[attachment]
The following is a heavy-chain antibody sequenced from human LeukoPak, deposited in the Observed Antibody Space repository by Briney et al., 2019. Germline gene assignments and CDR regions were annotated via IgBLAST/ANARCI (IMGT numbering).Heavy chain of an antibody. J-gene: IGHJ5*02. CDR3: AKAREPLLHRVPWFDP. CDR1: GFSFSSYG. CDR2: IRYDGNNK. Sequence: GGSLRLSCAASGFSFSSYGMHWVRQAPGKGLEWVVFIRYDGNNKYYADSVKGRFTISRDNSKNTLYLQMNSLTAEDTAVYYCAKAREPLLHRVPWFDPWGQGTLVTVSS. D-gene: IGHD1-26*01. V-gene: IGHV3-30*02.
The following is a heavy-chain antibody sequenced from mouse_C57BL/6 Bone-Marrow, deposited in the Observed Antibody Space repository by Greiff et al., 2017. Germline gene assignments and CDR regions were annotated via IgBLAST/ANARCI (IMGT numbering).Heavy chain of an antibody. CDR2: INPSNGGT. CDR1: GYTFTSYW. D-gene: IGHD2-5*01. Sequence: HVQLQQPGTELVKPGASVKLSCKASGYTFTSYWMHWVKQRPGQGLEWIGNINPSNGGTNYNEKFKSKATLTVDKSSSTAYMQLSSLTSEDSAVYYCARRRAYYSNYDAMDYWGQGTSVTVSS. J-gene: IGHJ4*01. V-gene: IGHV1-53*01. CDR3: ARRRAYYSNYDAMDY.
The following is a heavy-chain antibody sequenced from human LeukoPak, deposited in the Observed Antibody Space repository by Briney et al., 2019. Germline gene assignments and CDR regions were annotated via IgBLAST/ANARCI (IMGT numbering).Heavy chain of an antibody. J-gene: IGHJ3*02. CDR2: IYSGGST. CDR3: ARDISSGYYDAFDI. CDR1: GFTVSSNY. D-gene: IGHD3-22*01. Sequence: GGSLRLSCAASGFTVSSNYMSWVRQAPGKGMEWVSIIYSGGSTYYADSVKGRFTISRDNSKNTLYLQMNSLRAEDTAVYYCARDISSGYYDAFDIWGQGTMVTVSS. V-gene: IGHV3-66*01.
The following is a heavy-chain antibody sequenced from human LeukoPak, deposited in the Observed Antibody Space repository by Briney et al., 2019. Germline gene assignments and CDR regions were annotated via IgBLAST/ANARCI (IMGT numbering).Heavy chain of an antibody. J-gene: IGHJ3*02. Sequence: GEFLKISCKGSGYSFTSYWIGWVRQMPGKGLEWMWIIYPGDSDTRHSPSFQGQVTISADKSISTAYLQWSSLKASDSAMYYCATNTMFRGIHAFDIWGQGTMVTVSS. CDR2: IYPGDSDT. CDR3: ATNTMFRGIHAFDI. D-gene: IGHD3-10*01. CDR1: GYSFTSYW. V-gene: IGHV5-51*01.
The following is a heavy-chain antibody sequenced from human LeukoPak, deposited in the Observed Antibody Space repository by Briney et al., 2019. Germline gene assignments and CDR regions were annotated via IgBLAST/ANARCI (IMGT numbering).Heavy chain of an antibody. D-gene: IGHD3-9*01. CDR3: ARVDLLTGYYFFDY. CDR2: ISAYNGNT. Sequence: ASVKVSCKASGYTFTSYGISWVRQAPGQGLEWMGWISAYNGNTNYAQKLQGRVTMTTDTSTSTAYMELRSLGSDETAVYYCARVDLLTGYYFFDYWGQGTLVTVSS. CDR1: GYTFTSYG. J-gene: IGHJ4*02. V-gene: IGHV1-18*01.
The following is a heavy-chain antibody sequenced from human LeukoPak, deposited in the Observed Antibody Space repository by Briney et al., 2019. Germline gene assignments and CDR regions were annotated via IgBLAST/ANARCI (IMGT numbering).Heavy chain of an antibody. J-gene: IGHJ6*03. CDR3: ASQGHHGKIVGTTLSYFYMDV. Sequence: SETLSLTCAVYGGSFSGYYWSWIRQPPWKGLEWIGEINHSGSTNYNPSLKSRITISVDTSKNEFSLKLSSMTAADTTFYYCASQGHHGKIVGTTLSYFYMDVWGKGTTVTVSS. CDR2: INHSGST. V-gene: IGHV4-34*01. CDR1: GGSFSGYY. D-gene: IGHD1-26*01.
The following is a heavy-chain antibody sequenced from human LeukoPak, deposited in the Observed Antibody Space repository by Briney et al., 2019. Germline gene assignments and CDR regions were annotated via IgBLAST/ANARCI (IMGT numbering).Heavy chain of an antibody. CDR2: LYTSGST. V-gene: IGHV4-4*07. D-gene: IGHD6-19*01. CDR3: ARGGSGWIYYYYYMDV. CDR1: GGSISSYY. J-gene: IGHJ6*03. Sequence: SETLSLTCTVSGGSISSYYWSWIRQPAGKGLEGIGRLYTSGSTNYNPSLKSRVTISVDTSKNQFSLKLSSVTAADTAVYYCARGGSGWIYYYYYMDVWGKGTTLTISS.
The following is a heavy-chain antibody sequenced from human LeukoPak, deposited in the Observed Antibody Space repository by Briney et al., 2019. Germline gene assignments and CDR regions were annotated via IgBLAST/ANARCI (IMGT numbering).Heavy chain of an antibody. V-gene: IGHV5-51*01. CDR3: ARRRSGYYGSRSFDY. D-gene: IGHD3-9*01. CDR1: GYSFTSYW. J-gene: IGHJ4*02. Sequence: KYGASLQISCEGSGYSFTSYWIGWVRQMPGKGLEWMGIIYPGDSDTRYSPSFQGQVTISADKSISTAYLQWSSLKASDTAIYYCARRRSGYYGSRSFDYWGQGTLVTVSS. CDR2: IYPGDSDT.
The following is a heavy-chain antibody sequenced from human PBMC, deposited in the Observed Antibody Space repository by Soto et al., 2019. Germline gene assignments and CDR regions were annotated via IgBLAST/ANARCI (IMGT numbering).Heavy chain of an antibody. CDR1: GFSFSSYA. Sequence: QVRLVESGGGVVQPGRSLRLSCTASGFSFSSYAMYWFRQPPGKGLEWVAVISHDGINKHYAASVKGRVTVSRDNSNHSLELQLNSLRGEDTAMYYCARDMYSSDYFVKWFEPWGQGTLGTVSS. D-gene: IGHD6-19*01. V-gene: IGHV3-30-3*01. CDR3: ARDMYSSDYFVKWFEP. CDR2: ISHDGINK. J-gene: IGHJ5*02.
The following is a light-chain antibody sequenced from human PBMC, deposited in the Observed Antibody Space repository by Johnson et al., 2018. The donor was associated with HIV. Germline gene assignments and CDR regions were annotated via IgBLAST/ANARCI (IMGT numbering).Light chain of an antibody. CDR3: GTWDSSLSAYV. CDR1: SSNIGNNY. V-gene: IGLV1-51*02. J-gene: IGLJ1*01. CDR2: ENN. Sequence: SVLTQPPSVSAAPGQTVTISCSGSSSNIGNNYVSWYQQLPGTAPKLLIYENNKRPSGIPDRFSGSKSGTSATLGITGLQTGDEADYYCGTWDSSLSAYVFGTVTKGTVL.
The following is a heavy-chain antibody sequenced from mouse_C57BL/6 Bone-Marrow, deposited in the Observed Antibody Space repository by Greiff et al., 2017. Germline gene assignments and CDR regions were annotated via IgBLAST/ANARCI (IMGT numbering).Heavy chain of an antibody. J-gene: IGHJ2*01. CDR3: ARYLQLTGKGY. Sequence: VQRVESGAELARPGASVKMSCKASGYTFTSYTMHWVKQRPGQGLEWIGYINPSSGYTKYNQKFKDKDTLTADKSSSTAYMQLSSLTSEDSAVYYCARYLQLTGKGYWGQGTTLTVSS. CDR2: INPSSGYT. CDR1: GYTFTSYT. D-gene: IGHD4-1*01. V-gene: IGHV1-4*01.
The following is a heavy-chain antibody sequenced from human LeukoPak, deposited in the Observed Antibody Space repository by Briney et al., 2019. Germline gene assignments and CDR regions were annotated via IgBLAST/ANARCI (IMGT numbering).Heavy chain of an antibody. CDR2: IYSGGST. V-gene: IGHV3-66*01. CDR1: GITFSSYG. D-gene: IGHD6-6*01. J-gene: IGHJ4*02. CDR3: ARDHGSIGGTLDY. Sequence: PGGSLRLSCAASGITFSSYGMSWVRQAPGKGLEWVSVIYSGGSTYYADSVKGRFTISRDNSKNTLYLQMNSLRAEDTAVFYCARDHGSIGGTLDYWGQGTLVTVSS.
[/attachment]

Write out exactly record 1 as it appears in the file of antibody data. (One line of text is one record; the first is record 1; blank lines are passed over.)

The following is a heavy-chain antibody sequenced from human LeukoPak, deposited in the Observed Antibody Space repository by Briney et al., 2019. Germline gene assignments and CDR regions were annotated via IgBLAST/ANARCI (IMGT numbering).Heavy chain of an antibody. J-gene: IGHJ5*02. CDR3: AKAREPLLHRVPWFDP. CDR1: GFSFSSYG. CDR2: IRYDGNNK. Sequence: GGSLRLSCAASGFSFSSYGMHWVRQAPGKGLEWVVFIRYDGNNKYYADSVKGRFTISRDNSKNTLYLQMNSLTAEDTAVYYCAKAREPLLHRVPWFDPWGQGTLVTVSS. D-gene: IGHD1-26*01. V-gene: IGHV3-30*02.